system intact and armed it with implacable fury. The fear of the ruling classes, and even of a great part of the masses, will express itself in a long succession of reactionary years. And the proletariat will be disarmed, bound, and crushed, for an indefinite period.
But is there, under these conditions, a chance of success? I think not. In the first place the working class would not rouse itself to action in defence of a general formula, such as the advent of Communism would be. The idea of Social Revolution in the abstract would not be enough to animate them. The Socialistic idea, the Communist idea, is strong to guide and co-ordinate successive efforts on the part of the proletariat. It is toward the accomplishment of that end, towards its gradual realisation, that the proletariat is directing its organised effort. But if a great movement is to be started, it is essential that the idea of Social Revolution should be embodied in specific claims.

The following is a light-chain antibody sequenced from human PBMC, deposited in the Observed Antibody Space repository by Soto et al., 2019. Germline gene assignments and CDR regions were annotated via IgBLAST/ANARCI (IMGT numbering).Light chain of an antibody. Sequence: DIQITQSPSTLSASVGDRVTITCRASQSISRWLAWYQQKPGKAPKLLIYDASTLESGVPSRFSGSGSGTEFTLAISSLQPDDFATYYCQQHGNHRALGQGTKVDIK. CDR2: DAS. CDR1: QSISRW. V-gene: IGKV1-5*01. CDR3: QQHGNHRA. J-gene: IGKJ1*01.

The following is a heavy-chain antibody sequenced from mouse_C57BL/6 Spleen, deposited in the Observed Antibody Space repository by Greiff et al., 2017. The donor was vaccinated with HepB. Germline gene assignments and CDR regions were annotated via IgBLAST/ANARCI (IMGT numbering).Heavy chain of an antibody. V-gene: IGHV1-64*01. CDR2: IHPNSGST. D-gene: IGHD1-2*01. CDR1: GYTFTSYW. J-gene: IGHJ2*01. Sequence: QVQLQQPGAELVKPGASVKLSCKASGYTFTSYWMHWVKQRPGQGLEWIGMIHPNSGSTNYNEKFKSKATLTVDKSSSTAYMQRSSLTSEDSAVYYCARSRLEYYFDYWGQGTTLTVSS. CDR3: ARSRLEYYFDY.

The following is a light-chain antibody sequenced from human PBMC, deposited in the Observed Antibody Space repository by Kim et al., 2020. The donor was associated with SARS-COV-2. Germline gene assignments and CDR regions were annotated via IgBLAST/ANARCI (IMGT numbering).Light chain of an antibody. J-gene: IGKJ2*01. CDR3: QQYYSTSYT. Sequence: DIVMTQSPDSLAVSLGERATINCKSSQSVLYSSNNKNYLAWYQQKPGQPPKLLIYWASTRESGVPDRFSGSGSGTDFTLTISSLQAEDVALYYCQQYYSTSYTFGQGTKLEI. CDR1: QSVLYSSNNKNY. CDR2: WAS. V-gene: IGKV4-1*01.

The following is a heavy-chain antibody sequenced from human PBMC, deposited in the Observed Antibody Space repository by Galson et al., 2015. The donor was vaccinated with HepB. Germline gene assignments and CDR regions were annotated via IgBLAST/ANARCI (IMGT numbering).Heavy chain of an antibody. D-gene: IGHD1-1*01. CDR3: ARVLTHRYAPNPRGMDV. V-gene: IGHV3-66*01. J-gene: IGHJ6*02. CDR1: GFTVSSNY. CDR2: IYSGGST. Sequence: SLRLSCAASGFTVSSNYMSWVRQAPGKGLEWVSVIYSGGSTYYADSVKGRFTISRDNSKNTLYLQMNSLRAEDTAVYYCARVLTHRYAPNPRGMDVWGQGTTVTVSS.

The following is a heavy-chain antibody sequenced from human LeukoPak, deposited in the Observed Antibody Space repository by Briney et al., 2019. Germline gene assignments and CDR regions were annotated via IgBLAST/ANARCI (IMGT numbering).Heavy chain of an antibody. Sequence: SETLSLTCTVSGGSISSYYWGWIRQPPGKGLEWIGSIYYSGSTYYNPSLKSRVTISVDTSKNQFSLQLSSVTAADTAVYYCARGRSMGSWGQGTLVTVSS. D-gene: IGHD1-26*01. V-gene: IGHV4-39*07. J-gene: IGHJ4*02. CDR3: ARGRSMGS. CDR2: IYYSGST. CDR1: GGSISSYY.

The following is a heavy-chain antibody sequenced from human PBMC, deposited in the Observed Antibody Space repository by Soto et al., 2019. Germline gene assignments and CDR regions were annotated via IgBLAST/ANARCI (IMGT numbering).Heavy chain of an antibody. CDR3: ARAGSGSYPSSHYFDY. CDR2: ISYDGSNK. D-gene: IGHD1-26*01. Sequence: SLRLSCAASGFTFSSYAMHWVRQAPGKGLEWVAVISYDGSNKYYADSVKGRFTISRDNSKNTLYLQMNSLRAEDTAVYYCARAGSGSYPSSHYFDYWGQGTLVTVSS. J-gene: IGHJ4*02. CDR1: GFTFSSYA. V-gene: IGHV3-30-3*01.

To bring the working class to the point of leaving the factories and of beginning a battle to the death with all the powers of the present social system, a battle full of uncertainty and peril, it is not enough to cry "Communism!" because the proletarians will immediately say, "Which Communism?" and "What form will it assume to-morrow if we win?"
Great movements are never set on foot for the